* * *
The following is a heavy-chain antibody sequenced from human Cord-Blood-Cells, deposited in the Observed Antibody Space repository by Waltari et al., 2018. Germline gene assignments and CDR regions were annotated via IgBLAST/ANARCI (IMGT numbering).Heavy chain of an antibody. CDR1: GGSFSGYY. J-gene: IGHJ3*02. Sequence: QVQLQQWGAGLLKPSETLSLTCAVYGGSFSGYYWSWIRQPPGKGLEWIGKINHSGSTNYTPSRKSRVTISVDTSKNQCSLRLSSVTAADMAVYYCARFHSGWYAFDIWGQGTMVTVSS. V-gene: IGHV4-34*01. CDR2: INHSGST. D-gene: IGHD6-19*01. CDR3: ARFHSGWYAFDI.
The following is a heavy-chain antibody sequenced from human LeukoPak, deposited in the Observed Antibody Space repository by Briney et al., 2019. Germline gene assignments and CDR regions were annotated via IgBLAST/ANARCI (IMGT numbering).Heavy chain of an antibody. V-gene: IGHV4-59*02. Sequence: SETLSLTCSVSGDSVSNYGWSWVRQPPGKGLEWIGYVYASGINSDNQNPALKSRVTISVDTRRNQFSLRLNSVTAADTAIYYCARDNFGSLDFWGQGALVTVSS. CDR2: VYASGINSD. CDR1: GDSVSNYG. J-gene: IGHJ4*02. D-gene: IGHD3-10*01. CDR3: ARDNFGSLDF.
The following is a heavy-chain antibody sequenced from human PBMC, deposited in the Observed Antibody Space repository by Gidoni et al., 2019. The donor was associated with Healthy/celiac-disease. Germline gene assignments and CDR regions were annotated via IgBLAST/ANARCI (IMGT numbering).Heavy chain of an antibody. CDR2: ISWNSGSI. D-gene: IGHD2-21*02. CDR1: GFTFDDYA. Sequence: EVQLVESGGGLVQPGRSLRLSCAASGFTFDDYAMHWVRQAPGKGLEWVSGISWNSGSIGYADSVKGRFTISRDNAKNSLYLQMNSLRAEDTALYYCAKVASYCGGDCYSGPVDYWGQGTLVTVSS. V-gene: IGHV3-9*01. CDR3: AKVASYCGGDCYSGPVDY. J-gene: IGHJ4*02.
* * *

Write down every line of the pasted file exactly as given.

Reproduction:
The following is a heavy-chain antibody sequenced from human Cord-Blood-Cells, deposited in the Observed Antibody Space repository by Waltari et al., 2018. Germline gene assignments and CDR regions were annotated via IgBLAST/ANARCI (IMGT numbering).Heavy chain of an antibody. CDR1: GGSFSGYY. J-gene: IGHJ3*02. Sequence: QVQLQQWGAGLLKPSETLSLTCAVYGGSFSGYYWSWIRQPPGKGLEWIGKINHSGSTNYTPSRKSRVTISVDTSKNQCSLRLSSVTAADMAVYYCARFHSGWYAFDIWGQGTMVTVSS. V-gene: IGHV4-34*01. CDR2: INHSGST. D-gene: IGHD6-19*01. CDR3: ARFHSGWYAFDI.
The following is a heavy-chain antibody sequenced from human LeukoPak, deposited in the Observed Antibody Space repository by Briney et al., 2019. Germline gene assignments and CDR regions were annotated via IgBLAST/ANARCI (IMGT numbering).Heavy chain of an antibody. V-gene: IGHV4-59*02. Sequence: SETLSLTCSVSGDSVSNYGWSWVRQPPGKGLEWIGYVYASGINSDNQNPALKSRVTISVDTRRNQFSLRLNSVTAADTAIYYCARDNFGSLDFWGQGALVTVSS. CDR2: VYASGINSD. CDR1: GDSVSNYG. J-gene: IGHJ4*02. D-gene: IGHD3-10*01. CDR3: ARDNFGSLDF.
The following is a heavy-chain antibody sequenced from human PBMC, deposited in the Observed Antibody Space repository by Gidoni et al., 2019. The donor was associated with Healthy/celiac-disease. Germline gene assignments and CDR regions were annotated via IgBLAST/ANARCI (IMGT numbering).Heavy chain of an antibody. CDR2: ISWNSGSI. D-gene: IGHD2-21*02. CDR1: GFTFDDYA. Sequence: EVQLVESGGGLVQPGRSLRLSCAASGFTFDDYAMHWVRQAPGKGLEWVSGISWNSGSIGYADSVKGRFTISRDNAKNSLYLQMNSLRAEDTALYYCAKVASYCGGDCYSGPVDYWGQGTLVTVSS. V-gene: IGHV3-9*01. CDR3: AKVASYCGGDCYSGPVDY. J-gene: IGHJ4*02.